I came across this sentence in IAIJ (the context was an adult studying japanese on an elementary schoolbook, saying that there are a lot of simple readings but also more interesting ones providing cultural education that, however, where in contrast with his own sense of education):


My translation is the following:

Apart from that, there were also cultural education readings that, compared with "Saita saita sakura ga saita" where quite interesting but, that view of education greatly contradicted mine.

To my knowledge「XはYと矛盾する」means "X contradicts Y" so I don't understand what is purpose of the それ and は (highlighted in bold in the sentence) there. Isn't the following correct (I just removed them from the sentence)?


The same kind of problem appears also in this sentence (taken from NHK web easy):


Why not simply:


What am I missing?

1 Answer 1


修身 is an old word for "moral class/education", and 道徳観 is "ethical view" or "idea of morality". 私のそれ is "that of myself", i.e., "my own 道徳観". 私のそれ is interchangeable with 私の here; it's jut two ways of saying "mine". は after 私のそれと is optional, and I think it can be understood simply as a contrastive-wa. その道徳観は私のと大いに矛盾していた equally makes sense.

Besides, there was also a moral reading-book, which was somewhat more interesting as compared with "Saita saita sakura ga saita", but the idea of morality in the book was very contradictory to that of myself.

(You can read a 修身 textbook here: http://doi.org/10.11501/1275558)

As for the last sentence, this question is related. (I personally tend to think this is a "double-topic" sentence, although it may not be how it is usually explained in JSL textbooks... Personally I can hardly feel a contrastive nuance in a sentence like 今日は学校は休みです.)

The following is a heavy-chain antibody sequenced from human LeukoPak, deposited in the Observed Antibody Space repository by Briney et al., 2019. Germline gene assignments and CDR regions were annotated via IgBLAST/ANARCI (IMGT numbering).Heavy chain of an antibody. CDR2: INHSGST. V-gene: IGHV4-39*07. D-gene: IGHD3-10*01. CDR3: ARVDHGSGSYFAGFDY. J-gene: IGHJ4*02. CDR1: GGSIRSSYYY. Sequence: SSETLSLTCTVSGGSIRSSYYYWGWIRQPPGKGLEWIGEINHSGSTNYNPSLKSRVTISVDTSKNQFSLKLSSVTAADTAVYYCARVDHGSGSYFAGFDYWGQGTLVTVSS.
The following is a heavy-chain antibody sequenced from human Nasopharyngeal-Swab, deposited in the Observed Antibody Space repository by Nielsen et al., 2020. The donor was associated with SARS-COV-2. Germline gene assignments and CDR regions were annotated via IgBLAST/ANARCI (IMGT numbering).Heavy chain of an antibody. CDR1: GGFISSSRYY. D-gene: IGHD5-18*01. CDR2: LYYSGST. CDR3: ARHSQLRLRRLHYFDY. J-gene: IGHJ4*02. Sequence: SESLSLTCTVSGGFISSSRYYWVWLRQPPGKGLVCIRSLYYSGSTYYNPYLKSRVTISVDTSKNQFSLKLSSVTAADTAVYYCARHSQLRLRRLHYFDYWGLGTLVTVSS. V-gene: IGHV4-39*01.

• Thank you so much I'm starting to understand this contrastive-は thing. So essentially also in this sentence 「育児が忙しい35~39歳層では1・3ポイント減った」the usage of は has a sense of "contrastiveness", putting child caring and busy people in contrast right? So can this sentence be translated as "Child caring (by parents) has decreased by 1.3 points because of busy people with an age ranging from 35 to 39"?
    – Genfu
    Commented Apr 23, 2020 at 8:01
  • @Genfu, you've omitted important context, but your reading of that sentence seems a bit off. I think I've found your source, and it looks like the author is contrasting changes in the rate of labor-force participation over the past ten years among two different groups of married women. Among those from 25 to 29 years old, many of whom do not yet have children, the labor-force participation rate has increased, but "among those from 35 to 39, who are [typically] busy with child-rearing, it [i.e., the labor-force participation rate] has declined by 1.3 percentage points."
    – Nanigashi
    Commented Apr 23, 2020 at 21:21
  • 1
    Yeah thank you for pointing that out. I reviewed yesterday that sentence with my teacher and she helped me understanding it.
    – Genfu
    Commented Apr 24, 2020 at 14:20

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